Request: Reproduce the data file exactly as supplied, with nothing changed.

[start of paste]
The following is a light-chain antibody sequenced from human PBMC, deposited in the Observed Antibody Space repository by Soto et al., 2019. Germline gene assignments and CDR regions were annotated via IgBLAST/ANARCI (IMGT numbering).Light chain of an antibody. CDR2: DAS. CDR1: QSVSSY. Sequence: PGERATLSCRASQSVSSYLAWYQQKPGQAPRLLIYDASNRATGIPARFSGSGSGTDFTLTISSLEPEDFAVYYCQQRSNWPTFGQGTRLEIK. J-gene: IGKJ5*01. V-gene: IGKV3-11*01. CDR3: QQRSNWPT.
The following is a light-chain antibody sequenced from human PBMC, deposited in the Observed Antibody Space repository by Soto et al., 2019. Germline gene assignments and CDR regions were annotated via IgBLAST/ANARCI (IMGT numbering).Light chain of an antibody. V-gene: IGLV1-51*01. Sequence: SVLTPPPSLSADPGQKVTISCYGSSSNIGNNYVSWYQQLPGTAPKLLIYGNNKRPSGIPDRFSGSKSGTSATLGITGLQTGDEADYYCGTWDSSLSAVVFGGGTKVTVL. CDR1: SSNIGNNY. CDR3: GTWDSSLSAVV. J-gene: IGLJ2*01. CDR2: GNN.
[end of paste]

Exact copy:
The following is a light-chain antibody sequenced from human PBMC, deposited in the Observed Antibody Space repository by Soto et al., 2019. Germline gene assignments and CDR regions were annotated via IgBLAST/ANARCI (IMGT numbering).Light chain of an antibody. CDR2: DAS. CDR1: QSVSSY. Sequence: PGERATLSCRASQSVSSYLAWYQQKPGQAPRLLIYDASNRATGIPARFSGSGSGTDFTLTISSLEPEDFAVYYCQQRSNWPTFGQGTRLEIK. J-gene: IGKJ5*01. V-gene: IGKV3-11*01. CDR3: QQRSNWPT.
The following is a light-chain antibody sequenced from human PBMC, deposited in the Observed Antibody Space repository by Soto et al., 2019. Germline gene assignments and CDR regions were annotated via IgBLAST/ANARCI (IMGT numbering).Light chain of an antibody. V-gene: IGLV1-51*01. Sequence: SVLTPPPSLSADPGQKVTISCYGSSSNIGNNYVSWYQQLPGTAPKLLIYGNNKRPSGIPDRFSGSKSGTSATLGITGLQTGDEADYYCGTWDSSLSAVVFGGGTKVTVL. CDR1: SSNIGNNY. CDR3: GTWDSSLSAVV. J-gene: IGLJ2*01. CDR2: GNN.